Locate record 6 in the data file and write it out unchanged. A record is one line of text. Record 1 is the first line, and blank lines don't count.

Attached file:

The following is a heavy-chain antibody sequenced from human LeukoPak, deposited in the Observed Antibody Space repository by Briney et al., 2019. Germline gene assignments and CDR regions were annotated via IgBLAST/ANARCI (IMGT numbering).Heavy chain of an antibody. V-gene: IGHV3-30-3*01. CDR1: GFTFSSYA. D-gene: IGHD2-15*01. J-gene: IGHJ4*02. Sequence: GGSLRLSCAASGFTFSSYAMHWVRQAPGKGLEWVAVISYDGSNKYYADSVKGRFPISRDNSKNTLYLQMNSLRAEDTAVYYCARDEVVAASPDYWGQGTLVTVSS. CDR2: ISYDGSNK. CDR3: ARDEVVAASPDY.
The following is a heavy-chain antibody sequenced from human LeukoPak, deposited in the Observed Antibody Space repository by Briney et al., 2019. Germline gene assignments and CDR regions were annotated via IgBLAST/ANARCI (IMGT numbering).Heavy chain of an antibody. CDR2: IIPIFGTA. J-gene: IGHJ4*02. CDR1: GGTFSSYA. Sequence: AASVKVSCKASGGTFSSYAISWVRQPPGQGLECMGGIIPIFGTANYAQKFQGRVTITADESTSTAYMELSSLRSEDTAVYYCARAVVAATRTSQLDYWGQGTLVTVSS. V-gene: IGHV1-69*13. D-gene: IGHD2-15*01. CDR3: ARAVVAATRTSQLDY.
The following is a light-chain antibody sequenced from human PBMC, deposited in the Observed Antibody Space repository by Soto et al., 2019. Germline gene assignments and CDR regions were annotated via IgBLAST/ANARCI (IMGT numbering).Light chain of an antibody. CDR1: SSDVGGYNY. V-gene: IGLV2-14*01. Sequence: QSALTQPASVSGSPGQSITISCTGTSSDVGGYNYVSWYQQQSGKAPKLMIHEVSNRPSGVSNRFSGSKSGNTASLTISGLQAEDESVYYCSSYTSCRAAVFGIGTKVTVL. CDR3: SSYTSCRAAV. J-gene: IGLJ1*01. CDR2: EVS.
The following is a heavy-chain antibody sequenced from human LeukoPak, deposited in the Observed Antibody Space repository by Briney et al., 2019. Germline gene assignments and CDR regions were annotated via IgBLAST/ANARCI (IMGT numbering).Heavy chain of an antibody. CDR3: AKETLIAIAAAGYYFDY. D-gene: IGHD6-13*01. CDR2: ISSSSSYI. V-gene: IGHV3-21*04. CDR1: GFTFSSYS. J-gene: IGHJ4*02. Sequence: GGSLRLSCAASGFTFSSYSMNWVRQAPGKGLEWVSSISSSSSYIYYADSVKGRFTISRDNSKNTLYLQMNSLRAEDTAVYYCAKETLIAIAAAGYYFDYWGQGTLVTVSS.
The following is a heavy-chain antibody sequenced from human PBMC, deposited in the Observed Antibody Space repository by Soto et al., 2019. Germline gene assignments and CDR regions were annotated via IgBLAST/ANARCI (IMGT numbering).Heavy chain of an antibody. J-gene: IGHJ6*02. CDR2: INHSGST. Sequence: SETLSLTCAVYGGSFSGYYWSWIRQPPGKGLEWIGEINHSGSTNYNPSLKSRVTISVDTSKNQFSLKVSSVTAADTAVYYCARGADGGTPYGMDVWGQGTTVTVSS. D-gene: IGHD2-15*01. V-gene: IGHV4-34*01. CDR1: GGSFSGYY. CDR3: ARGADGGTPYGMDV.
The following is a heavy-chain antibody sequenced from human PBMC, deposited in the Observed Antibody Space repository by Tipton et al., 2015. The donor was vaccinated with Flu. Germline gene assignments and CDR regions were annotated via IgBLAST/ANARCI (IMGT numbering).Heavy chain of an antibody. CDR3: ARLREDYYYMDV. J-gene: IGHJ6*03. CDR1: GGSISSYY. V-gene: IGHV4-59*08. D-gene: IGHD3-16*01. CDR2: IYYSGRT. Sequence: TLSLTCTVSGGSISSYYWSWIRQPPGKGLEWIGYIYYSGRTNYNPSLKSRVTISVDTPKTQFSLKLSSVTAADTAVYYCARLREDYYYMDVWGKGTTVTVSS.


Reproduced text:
The following is a heavy-chain antibody sequenced from human PBMC, deposited in the Observed Antibody Space repository by Tipton et al., 2015. The donor was vaccinated with Flu. Germline gene assignments and CDR regions were annotated via IgBLAST/ANARCI (IMGT numbering).Heavy chain of an antibody. CDR3: ARLREDYYYMDV. J-gene: IGHJ6*03. CDR1: GGSISSYY. V-gene: IGHV4-59*08. D-gene: IGHD3-16*01. CDR2: IYYSGRT. Sequence: TLSLTCTVSGGSISSYYWSWIRQPPGKGLEWIGYIYYSGRTNYNPSLKSRVTISVDTPKTQFSLKLSSVTAADTAVYYCARLREDYYYMDVWGKGTTVTVSS.